It’s the never-ending question – even if it is rather a subconscious one. What makes for a good life? We all strive for happiness, but does that do the trick? According to this article from Time, the type of life we are after is one that is meaningful, not happy.

Does that indicate that people with meaning in their lives won’t have happiness? Of course they will – but a long-term happiness, or joy. I guess it comes down to this: those who seek happiness will opt for immediate pleasures: enjoying that whole tub of ice-cream, shopping ‘til they drop, drinking without limits. While these feel good at the time, their after-effects and long-term consequences (poor health, debt, hangovers, anyone?) aren’t so fun. As for the people who seek meaning, momentary pleasures might be forgone for something bigger – eventually leaving them feeling enriched and part of something bigger than themselves.

The perfect example, as the article pointed out, is parenting. Trust me – waking up in the middle of the night to feed your baby and changing nappies don’t exactly bring about feelings of happiness. They do however give so much meaning to life, and the long-term joy that comes from bringing up an amazing human being is just priceless.

So what are the factors necessary for acquiring meaning in life? The article had four suggestions:


It’s the type of word that conjures up memories of your high school English curriculum, but I suppose the theme was chosen for a reason – research shows that a sense of belonging adds meaning to life. And only naturally: we are social beings, after all. When I think about people I know whose lives demonstrate a strong sense of meaning, they all seem to be part of a close family, have genuine friends, or are involved in a church or religious group, team or club.


As the article put it, this is “less about what you do and more about how you see what you do”. Whatever you do with your life, what does that mean for you and how are you contributing to the world? A housewife might see her duties as small and tedious; or she might see them as loving her family by providing them with a warm and welcoming home. A surgeon might see her work as patient after patient with the same condition, or she might see it as changing the life of the individual in front of her and their family. A garbage collector could get bored of the same routine, or be passionate about keeping his local area clean and beautiful. That’s purpose!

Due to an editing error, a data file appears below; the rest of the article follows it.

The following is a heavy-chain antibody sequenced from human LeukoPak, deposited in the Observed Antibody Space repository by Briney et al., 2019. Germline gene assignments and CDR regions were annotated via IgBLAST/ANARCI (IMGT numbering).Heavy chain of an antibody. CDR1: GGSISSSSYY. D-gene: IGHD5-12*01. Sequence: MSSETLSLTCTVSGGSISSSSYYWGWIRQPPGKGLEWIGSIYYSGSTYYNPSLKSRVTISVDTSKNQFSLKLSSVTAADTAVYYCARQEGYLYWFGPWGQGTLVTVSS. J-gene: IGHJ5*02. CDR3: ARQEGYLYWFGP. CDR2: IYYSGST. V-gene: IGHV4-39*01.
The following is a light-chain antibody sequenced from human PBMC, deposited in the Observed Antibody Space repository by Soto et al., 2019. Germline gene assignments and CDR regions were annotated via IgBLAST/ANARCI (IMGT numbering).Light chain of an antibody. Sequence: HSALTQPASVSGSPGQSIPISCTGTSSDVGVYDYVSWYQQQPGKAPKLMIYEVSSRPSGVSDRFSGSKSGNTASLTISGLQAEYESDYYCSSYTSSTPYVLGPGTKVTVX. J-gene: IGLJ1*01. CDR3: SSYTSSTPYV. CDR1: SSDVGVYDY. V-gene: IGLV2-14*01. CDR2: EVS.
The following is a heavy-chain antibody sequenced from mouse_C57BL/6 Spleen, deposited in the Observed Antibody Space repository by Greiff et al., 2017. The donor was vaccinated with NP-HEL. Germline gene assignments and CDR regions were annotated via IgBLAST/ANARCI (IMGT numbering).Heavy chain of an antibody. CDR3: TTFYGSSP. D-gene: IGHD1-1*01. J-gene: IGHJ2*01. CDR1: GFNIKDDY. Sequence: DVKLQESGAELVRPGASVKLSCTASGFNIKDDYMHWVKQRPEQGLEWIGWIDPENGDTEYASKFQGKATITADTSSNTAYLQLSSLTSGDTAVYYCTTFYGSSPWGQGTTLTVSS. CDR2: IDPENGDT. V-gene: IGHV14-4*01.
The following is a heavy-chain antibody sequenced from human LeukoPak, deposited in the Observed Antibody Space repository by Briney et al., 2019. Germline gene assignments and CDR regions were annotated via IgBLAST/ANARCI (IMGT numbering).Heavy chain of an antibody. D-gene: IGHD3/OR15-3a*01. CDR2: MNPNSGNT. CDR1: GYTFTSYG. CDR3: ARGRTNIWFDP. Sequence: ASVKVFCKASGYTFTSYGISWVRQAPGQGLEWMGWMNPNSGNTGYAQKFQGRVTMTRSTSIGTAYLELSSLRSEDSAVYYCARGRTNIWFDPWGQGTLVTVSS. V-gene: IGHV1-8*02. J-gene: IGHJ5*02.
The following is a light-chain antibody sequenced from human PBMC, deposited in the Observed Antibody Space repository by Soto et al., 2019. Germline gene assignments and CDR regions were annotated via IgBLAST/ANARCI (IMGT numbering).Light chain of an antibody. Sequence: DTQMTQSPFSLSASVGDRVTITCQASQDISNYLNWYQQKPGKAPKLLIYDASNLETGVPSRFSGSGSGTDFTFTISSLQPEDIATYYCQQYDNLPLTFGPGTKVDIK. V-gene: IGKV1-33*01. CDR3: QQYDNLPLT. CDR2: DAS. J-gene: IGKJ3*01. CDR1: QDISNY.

Growing From Suffering

The article called this section ‘storytelling,’ and described it as the way you make sense of the negatives in life – but I think ‘growing from suffering’ sums it up better. Do you grow from tough moments and take note of any positive that comes from it, or do you just let it contaminate your life? For example losing a job – a person could choose to wallow in the hit to his pride, or he could see it as an opportunity to try something new that he might not have done otherwise. Or being bullied – this could lead one down a path of destruction, or move them to find their inner strength and feel real empathy for others in a similar position.


I guess this is about getting out of yourself, and remembering how small we, and our little problems, are in the scheme of things. This last week for me has brought a lot of bad news: unexpected deaths, breakups, sickness. With these on my mind, the things that might have been bugging me seemed so petty and insignificant. And with these on my mind, I was more likely to be moved to focus on others rather than myself – which brings meaning. However bad things don’t need to happen to feel transcendence! For a little awe in your life, all you need is a stunning sunset or a breathtaking view – guaranteed to make you feel small again. 

This article was republished with permission from MercatorNet.